The Syria peace corridor agreed by Ankara and Washington is a security issue of crucial importance for Turkey, said Turkish foreign minister on Friday.
Mevlüt Çavuşoğlu's remarks came at a lunch gathering with businessmen, members of some NGOs and students in northern Samsun province, where he attended the last day of 11th Ambassadors' Meeting.
"In Syria, we are fighting against terrorism and working with the U.S. to eliminate the terror corridor there and create a peace corridor or a safe-zone. However, this process will not be like [Syrian town of] Manbij [...] We will never allow this process to be stalled as it is a security issue of crucial importance for Turkey," Cavusoglu said.
The Manbij deal between Turkey and the U.S. focuses on the withdrawal of YPG/PKK terrorists from the city to stabilize the region, which is located in the northern part of Syria’s Aleppo province.
YPG/PKK is the Syrian offshoot of terror group PKK, which has been responsible for the deaths of nearly 40,000 people in Turkey, including many children, women, and infants, for more than 30 years.
On Wednesday, Turkish military officials and their U.S. counterparts agreed that the safe-zone in northern Syria would be a "peace corridor" for displaced Syrians longing to return home.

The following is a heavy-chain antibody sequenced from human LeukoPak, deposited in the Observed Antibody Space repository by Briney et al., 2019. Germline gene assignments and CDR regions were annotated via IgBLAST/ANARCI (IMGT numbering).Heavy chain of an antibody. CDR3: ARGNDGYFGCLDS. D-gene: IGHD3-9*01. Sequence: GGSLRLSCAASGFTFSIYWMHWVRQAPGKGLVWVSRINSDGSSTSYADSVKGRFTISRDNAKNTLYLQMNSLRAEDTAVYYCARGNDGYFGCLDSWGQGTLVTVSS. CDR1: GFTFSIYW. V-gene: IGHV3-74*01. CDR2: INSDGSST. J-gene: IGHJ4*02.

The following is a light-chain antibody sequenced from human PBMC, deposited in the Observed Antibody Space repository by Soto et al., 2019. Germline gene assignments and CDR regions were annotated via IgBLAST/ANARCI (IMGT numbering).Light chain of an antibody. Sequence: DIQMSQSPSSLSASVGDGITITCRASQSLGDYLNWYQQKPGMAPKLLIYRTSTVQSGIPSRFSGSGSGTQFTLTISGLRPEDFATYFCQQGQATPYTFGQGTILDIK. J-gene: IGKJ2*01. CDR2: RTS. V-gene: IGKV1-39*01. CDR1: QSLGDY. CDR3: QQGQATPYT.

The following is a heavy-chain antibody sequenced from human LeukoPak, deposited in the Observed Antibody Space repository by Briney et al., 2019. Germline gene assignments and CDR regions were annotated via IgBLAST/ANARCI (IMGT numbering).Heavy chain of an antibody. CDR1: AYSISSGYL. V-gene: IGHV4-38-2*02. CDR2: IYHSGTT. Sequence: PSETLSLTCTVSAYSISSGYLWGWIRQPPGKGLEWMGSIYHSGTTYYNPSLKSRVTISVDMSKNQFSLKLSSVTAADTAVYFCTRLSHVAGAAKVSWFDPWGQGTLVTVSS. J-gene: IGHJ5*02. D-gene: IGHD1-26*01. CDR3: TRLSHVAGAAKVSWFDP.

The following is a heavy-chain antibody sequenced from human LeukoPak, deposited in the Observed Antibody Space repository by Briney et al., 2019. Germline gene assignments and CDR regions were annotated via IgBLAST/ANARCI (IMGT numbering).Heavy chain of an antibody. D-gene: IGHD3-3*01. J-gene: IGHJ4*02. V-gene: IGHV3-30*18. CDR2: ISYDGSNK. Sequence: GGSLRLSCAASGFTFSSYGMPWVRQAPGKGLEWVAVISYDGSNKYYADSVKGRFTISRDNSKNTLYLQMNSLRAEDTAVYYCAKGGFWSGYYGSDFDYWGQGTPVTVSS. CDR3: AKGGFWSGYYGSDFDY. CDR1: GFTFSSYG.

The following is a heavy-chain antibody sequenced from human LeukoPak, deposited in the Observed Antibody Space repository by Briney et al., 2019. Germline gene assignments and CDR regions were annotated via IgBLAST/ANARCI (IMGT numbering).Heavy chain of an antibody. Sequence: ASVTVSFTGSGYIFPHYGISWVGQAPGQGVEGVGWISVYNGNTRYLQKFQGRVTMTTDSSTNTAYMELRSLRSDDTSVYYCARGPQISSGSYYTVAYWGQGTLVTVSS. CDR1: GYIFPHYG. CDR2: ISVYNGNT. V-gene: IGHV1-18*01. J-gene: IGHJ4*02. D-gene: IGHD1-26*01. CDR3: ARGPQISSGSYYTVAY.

Also, both sides agreed on the immediate implementation of measures to address Turkey's security concern.
A Joint Operations Center in Turkey to coordinate and manage the establishment of the safe-zone was planned during the meeting.
Hailing Russia and Azerbaijan's decisions to exempt Turkish citizens from visa requirements, Çavuşoğlu said necessary steps would be taken to move forward the visa-free travel to EU countries.
Russia's decision to exempt Turkish citizens from visa requirements went into effect on August 7 while Azerbaijan will exempt Turkish citizens from visa requirements as of Sept. 1.
"There were 72 criteria for visa liberalization with the EU, we have fulfilled 66 of them," Cavusoglu said.
In 2016, Turkey and the EU signed a deal aiming to stem the flow of irregular migrants through the Aegean Sea by taking stricter measures against human traffickers and improve conditions for nearly three million Syrian refugees in Turkey.
The deal also allows for the acceleration of Turkey’s EU membership bid and visa-free travel for Turkish nationals within the Schengen Area on the condition that Ankara meets all 72 requirements set by the EU.
Turkey has long complained of the EU being slow to deliver the promised funds for refugees and failing to uphold its end of the deal concerning visa-free travel.